Stack requirements, why is it so big?
joel.sherrill at OARcorp.com
Mon May 8 13:48:04 UTC 2000
Ok. Some more information and a hint as to some future
work that can be done to help things out further. :)
+ Using confdefs.h, if you do not specify the number
of tasks/threads, then for each API you enable, the
default number of tasks/threads for that API is 10.
This results in 80K reserved for stack with just
the Classic API enabled and a minimum stack of 10K.
Solution: When concerned about memory, specify the
real number of tasks/threads you require. If you enable
posix but don't need posix threads, then the confdefs.h
default adds a lot of memory.
+ Again using confdefs.h, the default number of file
descriptors is 20. This is probably too high for
many applications. The constant is
CONFIGURE_LIBIO_MAXIMUM_FILE_DESCRIPTORS. I think
you need 3 for stdin, out, and error plus extras
for sockets, in-memory files, and ttftp client
+ If not using the In-Memory Filsystem for anything
except device names, then define
gives you a subset of the IMFS that is functionally
comparable to the 4.0 filesystem functionality.
Try those and see how much it changes. :)
Most of confdefs.h constants default to 0 so don't
contribute to bloat. confdefs.h is trying to strike
a balance between useful defaults and bloat. :)
Longer term fixes that have been kicked around
inside OAR and could be implemented given some
sponsorship <hint, hint out there :)>:
+ user configurable minimum stack size. This would
allow you to lower the 8K to whatever is really
appropriate for your application.
+ Use stack established by BSP at system startup
for IDLE task stack. This would save a task stack.
+ Configurable maximum number of priorities between
2 and 255. The implementation of the ready chain
is an array of Chains -- one per priority, allocated
from the Workspace.
+ Ability to instantiate application specific
tailored version of the "initialize executive"
sequence. This would let you avoid even calling
the initialization routine for managers you do
not require in your application. Thus you would
not include their data or workspace allocations.
Between the things listed above and some others I did not
mention, the RAM footprint can drop considerably.
I don't think anyone has really mentioned it on the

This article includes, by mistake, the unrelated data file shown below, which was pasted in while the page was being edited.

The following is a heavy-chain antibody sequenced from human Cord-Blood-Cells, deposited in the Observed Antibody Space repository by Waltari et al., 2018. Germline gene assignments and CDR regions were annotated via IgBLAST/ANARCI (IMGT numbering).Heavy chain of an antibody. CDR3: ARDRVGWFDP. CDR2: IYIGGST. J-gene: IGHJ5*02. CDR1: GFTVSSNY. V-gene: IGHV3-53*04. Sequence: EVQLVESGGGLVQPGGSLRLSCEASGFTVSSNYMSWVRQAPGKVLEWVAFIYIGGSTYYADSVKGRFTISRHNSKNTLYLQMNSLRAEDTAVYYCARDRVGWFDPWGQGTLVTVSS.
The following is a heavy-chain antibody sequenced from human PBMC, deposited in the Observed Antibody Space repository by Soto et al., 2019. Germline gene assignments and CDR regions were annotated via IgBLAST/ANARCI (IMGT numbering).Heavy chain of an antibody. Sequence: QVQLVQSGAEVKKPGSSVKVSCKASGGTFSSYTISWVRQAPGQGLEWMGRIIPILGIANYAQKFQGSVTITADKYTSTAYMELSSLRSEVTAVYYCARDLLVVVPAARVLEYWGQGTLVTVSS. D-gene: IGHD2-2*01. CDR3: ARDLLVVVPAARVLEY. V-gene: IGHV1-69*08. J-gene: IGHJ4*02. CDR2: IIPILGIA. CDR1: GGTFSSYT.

list but I would like to see reports on code space
requirement changes since 4.0. I think great strides
have been made there. There were some dependencies
that had crept in that made applications pull in some
surprising code. :)
Leon Pollak wrote:
> Hello, all.
> My application has 16 tasks, which means that, using default
> STACK_MINIMUM_SIZE definition (which is 8K for powerpc cpu MPC860), I
> must have RTEMS workspace size >> 112K.
> I can't use less because the 'thread create" process checks this and
> forces the default minimum size to be used.
> Having the following numbers for code:
> librtems_g - 86K
> libcsupport - 14k
> libc - 10k
> my application 110K
> my data - 145K
> this means that I have no memory in my 512K RAM. And all this before
> the networking, which I didn't incorporate yet (but for which I have
> another bank of 512K RAM).
> Now, in this connection, I have two questions:
> 1. What are the ideas behind this default definition of the stack to 8K?
> The old version of C Application Supplement for 68020 that I have says
> that 331 byte is enough. I wasn't able to find the corresponding
> document for powerpc. Does it exist?
> 2. If the figures I mentioned are approximately correct, how do the
> people use networking? How much RAM do you have?
> I shall be very thankful for the clarification.
> leonp at plris.com
Joel Sherrill, Ph.D. Director of Research & Development
joel at OARcorp.com On-Line Applications Research
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